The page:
I mean that New York is a lot bigger than Minneapolis! If I'm over Northeast and I want to go to Uptown for a class, it's a little time consuming...but not as time-consuming as going from one end of New York to the other. (When I lived in Chicago, which is...somewhat smaller than New York, taking the El from the North Side down to the Du Sable museum on the South Side was a real excursion, not just something that I'd do after work. So I assume that New York is similar.) Which means that the Brainery seems like it would draw on a smaller percentage of the city's population than EXCO does, even though it may have larger absolute numbers of potential attendees. And I assume that this places some more restrictions on class, race and subculture.
posted by Frowner at 8:15 AM on April 6, 2012


There's some ...interesting... marine life in the Gowanus.

gonorrhea is not traditionally referred to as "marine life"
posted by elizardbits at 9:19 AM on April 6, 2012 [1 favorite]


...but not as time-consuming as going from one end of New York to the other.

See, I don't actually know how long that takes. Although, by my recollection, the amount of time it takes to go from Downtown West (I'm going by what Google Maps is calling it) to the Mall of America is roughly (45 minutes or so?) the amount of time it takes to get from the southern tip of Brooklyn (where I live) to the neighborhood the Brooklyn Brainery is in. That train ride goes through everything from projects housing to multi-million dollar suburban-style houses. Often enough, said projects and fancy houses are walking distance from one another. So going through Brooklyn alone, you're basically representing the full gamut of race/class/subculture. Stay on most trains going through Brooklyn or Queens for, literally, 45 minutes and you'll go from poverty to upper-middle-class/lower-upper-class and back again, although the Really Bad Poverty tends to be on the fringes. It's a little trickier with Queens because of the way the trains are laid out over there, but it's more-or-less the same situation. For a resident of Queens or Brooklyn, 45 minutes to get to somewhere that isn't their own neighborhood is reasonable; it's probably the length of an average work commute. You can also make it from Harlem to the Lower East Side -- which is about a half-hour outside of Carroll Gardens -- in a half-hour, although that's a best case scenario. Bronx and Staten Island are, again, considerably more out of reach. Also, if you take a look at the map, the location is almost as central as you can get without actually having Big Money back the project.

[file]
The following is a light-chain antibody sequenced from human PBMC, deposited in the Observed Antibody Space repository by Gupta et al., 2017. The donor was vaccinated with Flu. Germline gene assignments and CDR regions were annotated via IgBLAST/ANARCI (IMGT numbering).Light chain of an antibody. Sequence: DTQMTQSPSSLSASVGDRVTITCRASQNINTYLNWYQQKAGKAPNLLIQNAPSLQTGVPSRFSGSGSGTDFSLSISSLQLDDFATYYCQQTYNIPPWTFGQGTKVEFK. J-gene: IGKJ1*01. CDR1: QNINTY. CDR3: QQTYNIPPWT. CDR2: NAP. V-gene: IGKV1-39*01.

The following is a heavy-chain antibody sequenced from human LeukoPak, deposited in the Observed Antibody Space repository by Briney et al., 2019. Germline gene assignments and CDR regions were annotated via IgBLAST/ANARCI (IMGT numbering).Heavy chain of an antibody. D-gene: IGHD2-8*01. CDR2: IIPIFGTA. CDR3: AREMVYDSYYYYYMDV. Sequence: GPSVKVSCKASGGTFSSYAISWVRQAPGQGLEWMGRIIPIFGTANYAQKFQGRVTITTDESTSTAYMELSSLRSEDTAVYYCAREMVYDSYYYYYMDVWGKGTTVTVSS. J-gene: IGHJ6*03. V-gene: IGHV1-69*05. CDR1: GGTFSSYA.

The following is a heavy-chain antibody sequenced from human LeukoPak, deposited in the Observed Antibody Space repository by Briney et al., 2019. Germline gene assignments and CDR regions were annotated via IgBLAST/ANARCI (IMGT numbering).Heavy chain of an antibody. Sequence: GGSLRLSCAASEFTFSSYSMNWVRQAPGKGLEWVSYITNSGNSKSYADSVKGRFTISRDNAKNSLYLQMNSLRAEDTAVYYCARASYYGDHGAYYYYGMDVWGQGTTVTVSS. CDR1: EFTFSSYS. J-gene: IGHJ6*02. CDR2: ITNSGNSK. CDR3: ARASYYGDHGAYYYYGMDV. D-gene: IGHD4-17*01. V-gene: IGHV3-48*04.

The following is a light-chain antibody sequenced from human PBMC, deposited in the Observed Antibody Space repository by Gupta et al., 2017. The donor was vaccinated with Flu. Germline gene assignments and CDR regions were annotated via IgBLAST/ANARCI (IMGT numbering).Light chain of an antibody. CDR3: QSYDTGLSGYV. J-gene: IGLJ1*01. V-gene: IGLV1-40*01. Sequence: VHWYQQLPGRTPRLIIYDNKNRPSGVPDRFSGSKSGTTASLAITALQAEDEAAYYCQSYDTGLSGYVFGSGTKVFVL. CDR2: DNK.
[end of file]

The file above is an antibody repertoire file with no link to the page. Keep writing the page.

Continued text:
gonorrhea is not traditionally referred to as "marine life"

Any Neisseria gonorrhoeae bacterium that has managed to survive down there deserves American citizenship and a Section 8 apartment.
posted by griphus at 9:40 AM on April 6, 2012 [1 favorite]